And the best for last, Dream Catcher;



Pops told me when I was young, after you have the house and the cash fund, start buying stocks, that's where you'll make the most -
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Old 08-16-2022, 07:30 PM   #9
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Yeah, if you believe in equities, you hold on through the whole roller coaster eh?

Equities funded complete inside and outside home improvements with 3 sheds, landscaping and irrigation. New furniture, 2 new cars and domestic first class travel. Not to mention putting DSD through UCLA

And the best for last, Dream Catcher;



Pops told me when I was young, after you have the house and the cash fund, start buying stocks, that's where you'll make the most -



Yep. Pops is smart!
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Old 08-16-2022, 07:42 PM   #10
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Not sure when exactly you retired in 2020, but you most likely would have more money if you'd stayed in stocks the whole time.
I have more money than when I retired. Maybe you missed that in my post.
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Old 08-16-2022, 07:49 PM   #11
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I have more money than when I retired. Maybe you missed that in my post.

I did see it. My response was in response to you claiming you adjusted your portfolio to "prepare for SORR". My point is SORR was inconsequential as a fully invested portfolio saw increases as well.
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Old 08-16-2022, 07:53 PM   #12
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I did see it. My response was in response to you claiming you adjusted your portfolio to "prepare for SORR". My point is SORR was inconsequential as a fully invested portfolio saw increases as well.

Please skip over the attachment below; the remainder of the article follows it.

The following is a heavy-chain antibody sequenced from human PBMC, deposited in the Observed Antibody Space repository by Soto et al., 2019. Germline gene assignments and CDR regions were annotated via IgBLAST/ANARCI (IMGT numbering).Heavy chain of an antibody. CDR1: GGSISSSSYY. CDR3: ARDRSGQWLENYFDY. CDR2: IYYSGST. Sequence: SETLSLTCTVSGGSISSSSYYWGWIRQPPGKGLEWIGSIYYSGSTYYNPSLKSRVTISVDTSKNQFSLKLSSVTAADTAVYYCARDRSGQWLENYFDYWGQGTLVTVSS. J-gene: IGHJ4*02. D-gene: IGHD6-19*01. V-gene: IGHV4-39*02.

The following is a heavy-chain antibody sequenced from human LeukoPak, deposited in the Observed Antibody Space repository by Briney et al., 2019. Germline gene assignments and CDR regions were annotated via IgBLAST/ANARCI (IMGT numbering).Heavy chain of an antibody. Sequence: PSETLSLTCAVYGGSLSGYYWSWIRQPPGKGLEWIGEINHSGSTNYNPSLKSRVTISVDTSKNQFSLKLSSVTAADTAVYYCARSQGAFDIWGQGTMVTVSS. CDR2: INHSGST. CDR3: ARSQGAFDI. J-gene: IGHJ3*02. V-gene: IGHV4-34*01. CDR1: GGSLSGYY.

Maybe
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Old 08-16-2022, 08:15 PM   #13
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Good job. They get easier every time. Our first was 1987.
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Old 08-16-2022, 11:26 PM   #14
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I stopped working in 2009, so I suppose this was my first severe downturn. It didn't feel that bad though, as I rarely check my accounts when the market's going down. I figure that if I can't see how little money I have, then I can't get too upset about it. I have much less than many here. At the peak of the market at the very beginning of the year, I had $1.25M. I don't know how much my portfolio dropped, but I checked it yesterday, and it was standing at $1.1M, so everything is fine.

No biggie, unless this was just the first warning salvo in a longer, more pronounced market rout

Congratulations on making it this far, by the way. Retiring when you did and immediately experiencing this market drop, really was a trial by fire!
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Old 08-16-2022, 11:44 PM   #15
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Congrats on your first relief rally
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Old 08-17-2022, 04:22 AM   #16
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Welcome to the club!

Ha, ha, I retired in August 1999.

Then 2000 hit, bear lasted until Oct 2002! Market just kept going down, down, down.

Then 2008 hit! This one was far worse! Technically started in Oct 2007, it did not reach bottom until March 2009. This was the “Great Recession”. Economic recovery took a long time.

The ones since have been shorter .
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Old 08-17-2022, 04:38 AM   #17